“There are never any new stories, just old ones told again and again as this universe moves through its cycles of civilization and crumbles into despair.”
You might have gauged by now that I am obsessed with this concept of time as a cycle and of history constantly repeating itself through generations (have you heard of the fact that one of my favorite series is The Raven Cycle?). I loved how R.F. Kuang played around with this idea of history and its repeating in cycles. I think it was a very powerful thematic tool and I enjoyed it immensely. This continues to explore themes of war, trauma and colonization really well. I said this in my review of book two, but I think the topic of colonization of cultural diversity and it being snuffed out by the west is really incredibly well done, and I think R.F. Kuang had a lot to say about that and said it in a way that to me felt really versatile and nuanced.
“This is a revolution. It’s not a fucking tea party.”
Briefly wanted to highlight that the action sequences and battle scenes in this book were so incredibly well done. Kuang is generally good at that, but I loved it especially in this last installment. I think her writing gets really evocative when she writes about the battlefield and I love how she mixes large scales battles with smaller one-on-one sequences that are happening all over said battlefield. I also just love reading about Rin and Nezha fighting each other, it’s really top tier. Especially since you have this element of gods but also element of Hesperian warfare that is advanced and then the brutish, regular sword-fighting of the Nikara. So there’s a lot of stuff that you can do on the battlefield and Kuang really exploits all of that.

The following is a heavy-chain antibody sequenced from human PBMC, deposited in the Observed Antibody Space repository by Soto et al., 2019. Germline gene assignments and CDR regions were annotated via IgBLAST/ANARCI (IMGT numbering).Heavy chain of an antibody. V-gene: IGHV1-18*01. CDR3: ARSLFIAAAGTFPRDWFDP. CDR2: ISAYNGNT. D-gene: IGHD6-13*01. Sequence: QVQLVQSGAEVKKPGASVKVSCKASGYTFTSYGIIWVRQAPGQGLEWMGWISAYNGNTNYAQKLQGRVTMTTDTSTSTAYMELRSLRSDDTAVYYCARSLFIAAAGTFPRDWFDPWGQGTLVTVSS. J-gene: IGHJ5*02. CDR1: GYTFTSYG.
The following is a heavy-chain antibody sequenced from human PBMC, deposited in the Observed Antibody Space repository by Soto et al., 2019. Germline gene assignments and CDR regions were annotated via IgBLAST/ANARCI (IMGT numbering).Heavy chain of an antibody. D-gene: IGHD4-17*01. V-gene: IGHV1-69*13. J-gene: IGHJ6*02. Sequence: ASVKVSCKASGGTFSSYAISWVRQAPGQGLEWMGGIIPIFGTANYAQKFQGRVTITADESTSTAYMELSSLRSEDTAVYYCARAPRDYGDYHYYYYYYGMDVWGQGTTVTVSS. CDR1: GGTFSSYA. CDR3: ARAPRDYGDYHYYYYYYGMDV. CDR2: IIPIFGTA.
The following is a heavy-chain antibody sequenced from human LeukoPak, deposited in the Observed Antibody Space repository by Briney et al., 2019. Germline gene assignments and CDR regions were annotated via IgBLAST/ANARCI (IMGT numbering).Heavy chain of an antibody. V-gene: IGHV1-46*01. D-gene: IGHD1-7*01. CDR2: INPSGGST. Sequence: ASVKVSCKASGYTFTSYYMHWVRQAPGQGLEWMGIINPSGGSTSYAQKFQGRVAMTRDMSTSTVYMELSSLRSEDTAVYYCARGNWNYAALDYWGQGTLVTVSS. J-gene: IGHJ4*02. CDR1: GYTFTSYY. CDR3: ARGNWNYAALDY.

“They would bury them with their bodies. They would drown them in their blood.”
I’d also like to briefly mention that as with the rest of trilogy, I was not that ecstatic about the pacing in here. As I mentioned, a lot of stuff in here happens in waves, but the culmination arrived a bit too quickly. For me, it happened around the 80 percent mark, that’s where I felt the whole story reached its destination. But then there’s a lot of book left. The last couple of chapters of the book are brilliant, especially the last one and the epilogue, but I felt quite detached from 80 percent to those chapters. I just felt like things reached its peak and the next wave did not have a lot of time to get developed, so it happened in a really fast and overwhelming way. But then the last two chapters happen and I was left A MESS, so I completely forgot about that part not entirely working for me. BECAUSE WHO CARES ABOUT MINOR DETAILS WHEN R.F. KUANG RUINED MY LIFE WITH THIS SERIES?
Also, not to spoil The Drowning Faith for you but I screeched and cried simultaneously.
This was a brilliant conclusion and I loved it, and this series firmly cements its place in my top 5 series of all time. Really Fang Runin and Yin Nezha will forever live in my mind rent free. Kitay won’t because he is too precious for that dark, cold place (I just love Kitay, okay).
I would love to hear from you! Tell me if you have read this already and what were your thoughts. I’d love to hear. And use the comments section to scream about how good this series is.
*I received a free eARC of this novel from the publisher through Edelweiss. All unhinged opinions are my own.
In the meantime, happy reading